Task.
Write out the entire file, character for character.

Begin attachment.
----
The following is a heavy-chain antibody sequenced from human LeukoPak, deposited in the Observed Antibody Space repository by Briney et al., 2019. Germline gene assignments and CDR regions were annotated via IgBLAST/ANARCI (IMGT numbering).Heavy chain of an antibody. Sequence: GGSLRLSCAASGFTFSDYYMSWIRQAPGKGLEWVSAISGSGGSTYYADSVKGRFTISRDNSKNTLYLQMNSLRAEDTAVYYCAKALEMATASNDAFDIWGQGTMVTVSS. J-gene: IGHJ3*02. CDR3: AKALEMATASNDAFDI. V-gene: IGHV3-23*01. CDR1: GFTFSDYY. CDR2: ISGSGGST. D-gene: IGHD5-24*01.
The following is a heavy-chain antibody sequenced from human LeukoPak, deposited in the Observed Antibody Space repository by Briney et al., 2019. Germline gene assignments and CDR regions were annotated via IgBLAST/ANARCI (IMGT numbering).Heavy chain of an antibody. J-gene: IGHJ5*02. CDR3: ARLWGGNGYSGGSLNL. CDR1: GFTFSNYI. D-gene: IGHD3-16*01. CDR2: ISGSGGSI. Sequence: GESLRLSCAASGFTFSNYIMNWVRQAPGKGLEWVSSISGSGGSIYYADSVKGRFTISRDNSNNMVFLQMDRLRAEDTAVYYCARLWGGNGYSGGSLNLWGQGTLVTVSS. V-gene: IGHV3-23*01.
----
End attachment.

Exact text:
The following is a heavy-chain antibody sequenced from human LeukoPak, deposited in the Observed Antibody Space repository by Briney et al., 2019. Germline gene assignments and CDR regions were annotated via IgBLAST/ANARCI (IMGT numbering).Heavy chain of an antibody. Sequence: GGSLRLSCAASGFTFSDYYMSWIRQAPGKGLEWVSAISGSGGSTYYADSVKGRFTISRDNSKNTLYLQMNSLRAEDTAVYYCAKALEMATASNDAFDIWGQGTMVTVSS. J-gene: IGHJ3*02. CDR3: AKALEMATASNDAFDI. V-gene: IGHV3-23*01. CDR1: GFTFSDYY. CDR2: ISGSGGST. D-gene: IGHD5-24*01.
The following is a heavy-chain antibody sequenced from human LeukoPak, deposited in the Observed Antibody Space repository by Briney et al., 2019. Germline gene assignments and CDR regions were annotated via IgBLAST/ANARCI (IMGT numbering).Heavy chain of an antibody. J-gene: IGHJ5*02. CDR3: ARLWGGNGYSGGSLNL. CDR1: GFTFSNYI. D-gene: IGHD3-16*01. CDR2: ISGSGGSI. Sequence: GESLRLSCAASGFTFSNYIMNWVRQAPGKGLEWVSSISGSGGSIYYADSVKGRFTISRDNSNNMVFLQMDRLRAEDTAVYYCARLWGGNGYSGGSLNLWGQGTLVTVSS. V-gene: IGHV3-23*01.